Milan, Turin and Rome are Italy’s traditional two-club football cities so it was a very welcome development in Serie A history when, for a brief spell during the early 1990s, the port city of Genoa became the country’s capital of calcio.
The exploits of Sampdoria in this era are well known. This previously fringe club had come to prominence for the first time during the 1980s through canny management and clever recruitment. A wonderful team featuring Vialli, Mancini, Lombardo, Mannini, Pagliuca, Vierchwod and others was assembled and it brought Coppa Italia and European Cup Winners Cup success to the city.
The sudden emergence of the city’s other major club as the 1990s began was harder to predict, despite its storied history. Genoa Cricket and Football Club is the oldest active professional football club in the country and had been one of the most prominent teams in the early days of the Italian game, winning nine titles between 1898 and 1924.
The intervening years had not been nearly as kind and Genoa’s modern history was dominated by truculent owners, perpetual financial crises and an existence mostly mired in Serie B – with even the occasional dip down into the footballing graveyard of Serie C.
The catalyst for change came with yet another new owner in Aldo Spinelli who arrived in 1985 and brought some much-needed stability. The pay-off followed in 1989 as his club won promotion back to Serie A after a decade away. That first season back brought mixed fortunes despite a comfortable 11th placed finish.
A trio of Uruguayans were recruited for the campaign and two of them, Ruben Paz and Jose Perdomo, flopped badly. The third import was striker Carlos Aguilera and his name would become synonymous with the modern history of the club.
Suffering a poor working relationship with his coach, Spinelli made what would prove to be an inspired change at the helm. Out went the architect of Genoa’s promotion Franco Scoglio and in came Osvaldo Bagnoli, the coach who had taken unfashionable Verona to the most unlikely of scudetto wins six years earlier.
Bagnoli was a master of putting together disciplined, well-balanced teams and extracting the very best from modest players. Genoa was a perfect platform for him as this was a squad that featured next to no big names or stellar reputations. Two cost-effective signings that summer would transform the squad’s fortunes.
Out went the previous season’s top scorer David Fontolan expensively to Inter while he was replaced by the hugely more effective Czech World Cup striker Tomas Skuhravy.
The Czech paired up with Aguilera and together they formed one of the most devastating big man – small man front pairings the modern game has seen. Skuhravy was a colossus in the air, hugely powerful and a real handful for opposing defenders to contain; Aguilera was the quick and agile foil who would feast gleefully on the knockdowns that came his way. Another new import was Brazilian left-back Branco who would add power and devastating ability at set pieces.
Genoa proved to be one of the revelations of the 1990-91 season by finishing fourth in Serie A and remaining unbeaten at home all season, this in a year when their city rivals also hugely overachieved and pipped the Milan clubs to win its solitary championship.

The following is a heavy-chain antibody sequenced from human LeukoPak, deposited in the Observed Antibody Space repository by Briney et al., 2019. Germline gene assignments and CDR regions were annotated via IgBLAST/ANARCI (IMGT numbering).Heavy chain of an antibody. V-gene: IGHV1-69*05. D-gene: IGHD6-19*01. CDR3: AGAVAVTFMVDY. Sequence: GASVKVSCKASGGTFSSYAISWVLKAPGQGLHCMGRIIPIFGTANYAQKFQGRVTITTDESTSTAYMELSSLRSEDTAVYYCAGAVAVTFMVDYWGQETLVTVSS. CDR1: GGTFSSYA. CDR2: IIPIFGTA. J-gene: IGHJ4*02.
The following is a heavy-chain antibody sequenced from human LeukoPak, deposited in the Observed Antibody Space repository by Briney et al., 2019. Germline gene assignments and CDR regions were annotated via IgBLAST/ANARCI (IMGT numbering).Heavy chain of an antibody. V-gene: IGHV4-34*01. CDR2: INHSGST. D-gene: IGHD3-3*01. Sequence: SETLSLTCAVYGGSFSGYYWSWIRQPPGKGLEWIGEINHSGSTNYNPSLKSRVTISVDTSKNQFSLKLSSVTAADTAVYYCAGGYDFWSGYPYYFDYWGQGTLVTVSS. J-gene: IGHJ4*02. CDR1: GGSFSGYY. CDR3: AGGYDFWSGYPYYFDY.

Skuhravy and Aguilera matched each other goal for goal and completed the season tied on 15 Serie A strikes apiece, but this was a success built on hard graft and togetherness throughout the team. Keeper Simone Braglia was very typical of the sort of player that characterised this side, one who had led a journeyman’s career to that point without ever losing focus or determination to take any opportunity for the big time that presented itself.
Vincenzo Torrente was a ferocious man-marking right back who came from lower leagues; Gianluca Signorini an authoritative and muscular sweeper; Stefanie Eranio was the classy Rolls-Royce in midfield having come through the club’s youth ranks; Roberto Onorati lacked pace on the left but showed good vision and passing range to link with Branco; Gennaro Ruotolo was a dynamic presence in the centre who liked to break forward from midfield.
Two members of the squad cast off rejection from bigger clubs to reconstruct their careers at Genoa. Midfield playmaker Mario Bortolazzi had been part of Milan’s 1988 title-winning squad but was sold that very same summer, while reserve forward Marco Pacione had been hounded out of Juventus after carrying the can for the club’s 1986 European Cup elimination by Barcelona.
With a first-ever appearance in European football to look forward to, Spinelli was determined to keep his squad together and turned down sizeable offers for Eranio, Ruotolo, Skuhravy and Torrente. The 1991-92 UEFA Cup campaign was a thrilling one with Genoa travelling all the way to the semi-finals before being eliminated by Ajax, but the extra fixtures came at the expense of League form and the club finished in a precariously low 14th place.
The spell was broken and Spinelli was ready to cash in. Bagnoli quit to look after his ill daughter and during the summer of 1992 his carefully assembled team started to break up with Eranio finally making his move to Milan and Aguilera sold to Torino. Replacements like John Van’t Schip, Kazzy Miura and Igor Dobrovolski proved sub-standard and once again Skuhravy’s goals were all that kept Genoa above the relegation zone in its centenary year.
The same pattern followed the following season with brilliant youngsters Andrea Fortunato and Christian Panucci moving on to Juventus and Milan respectively replaced by a job lot of cheaply assembled replacements.
Ultimately even the ever-consistent goal scoring of Tomas Skuhravy couldn’t save the club and Genoa finally succumbed to relegation in 1995. Just four seasons later their city rivals followed them down and once again discussion about the major two-club Italian cities would become focused once again solely around Milan, Turin and Roma.